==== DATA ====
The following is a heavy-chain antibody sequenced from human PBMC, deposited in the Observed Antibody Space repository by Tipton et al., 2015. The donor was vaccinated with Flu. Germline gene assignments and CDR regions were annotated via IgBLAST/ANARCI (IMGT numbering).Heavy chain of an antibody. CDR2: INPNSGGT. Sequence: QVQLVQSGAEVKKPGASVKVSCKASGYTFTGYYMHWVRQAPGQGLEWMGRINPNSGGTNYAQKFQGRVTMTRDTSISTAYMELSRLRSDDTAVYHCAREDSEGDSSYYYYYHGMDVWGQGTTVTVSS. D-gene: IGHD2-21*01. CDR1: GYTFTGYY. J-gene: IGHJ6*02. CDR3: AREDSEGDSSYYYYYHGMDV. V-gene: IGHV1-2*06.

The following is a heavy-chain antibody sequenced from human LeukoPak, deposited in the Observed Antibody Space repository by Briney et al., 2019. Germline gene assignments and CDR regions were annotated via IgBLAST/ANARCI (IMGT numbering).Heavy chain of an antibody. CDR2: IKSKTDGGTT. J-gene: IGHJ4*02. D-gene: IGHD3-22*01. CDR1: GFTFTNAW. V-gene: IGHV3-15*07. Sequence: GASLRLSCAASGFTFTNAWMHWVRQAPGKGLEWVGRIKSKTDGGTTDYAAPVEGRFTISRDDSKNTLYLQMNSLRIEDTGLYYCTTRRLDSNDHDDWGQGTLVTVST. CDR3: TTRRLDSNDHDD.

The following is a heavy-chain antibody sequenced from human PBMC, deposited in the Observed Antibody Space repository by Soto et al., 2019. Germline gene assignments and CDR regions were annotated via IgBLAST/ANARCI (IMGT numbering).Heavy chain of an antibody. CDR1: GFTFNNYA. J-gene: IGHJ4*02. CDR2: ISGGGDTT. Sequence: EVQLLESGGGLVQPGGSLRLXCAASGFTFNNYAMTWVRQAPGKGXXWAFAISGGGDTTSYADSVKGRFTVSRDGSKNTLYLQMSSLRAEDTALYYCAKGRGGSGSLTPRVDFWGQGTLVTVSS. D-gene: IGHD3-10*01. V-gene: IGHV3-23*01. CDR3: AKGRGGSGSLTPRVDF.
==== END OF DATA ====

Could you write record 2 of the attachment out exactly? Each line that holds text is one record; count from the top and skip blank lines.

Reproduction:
The following is a heavy-chain antibody sequenced from human LeukoPak, deposited in the Observed Antibody Space repository by Briney et al., 2019. Germline gene assignments and CDR regions were annotated via IgBLAST/ANARCI (IMGT numbering).Heavy chain of an antibody. CDR2: IKSKTDGGTT. J-gene: IGHJ4*02. D-gene: IGHD3-22*01. CDR1: GFTFTNAW. V-gene: IGHV3-15*07. Sequence: GASLRLSCAASGFTFTNAWMHWVRQAPGKGLEWVGRIKSKTDGGTTDYAAPVEGRFTISRDDSKNTLYLQMNSLRIEDTGLYYCTTRRLDSNDHDDWGQGTLVTVST. CDR3: TTRRLDSNDHDD.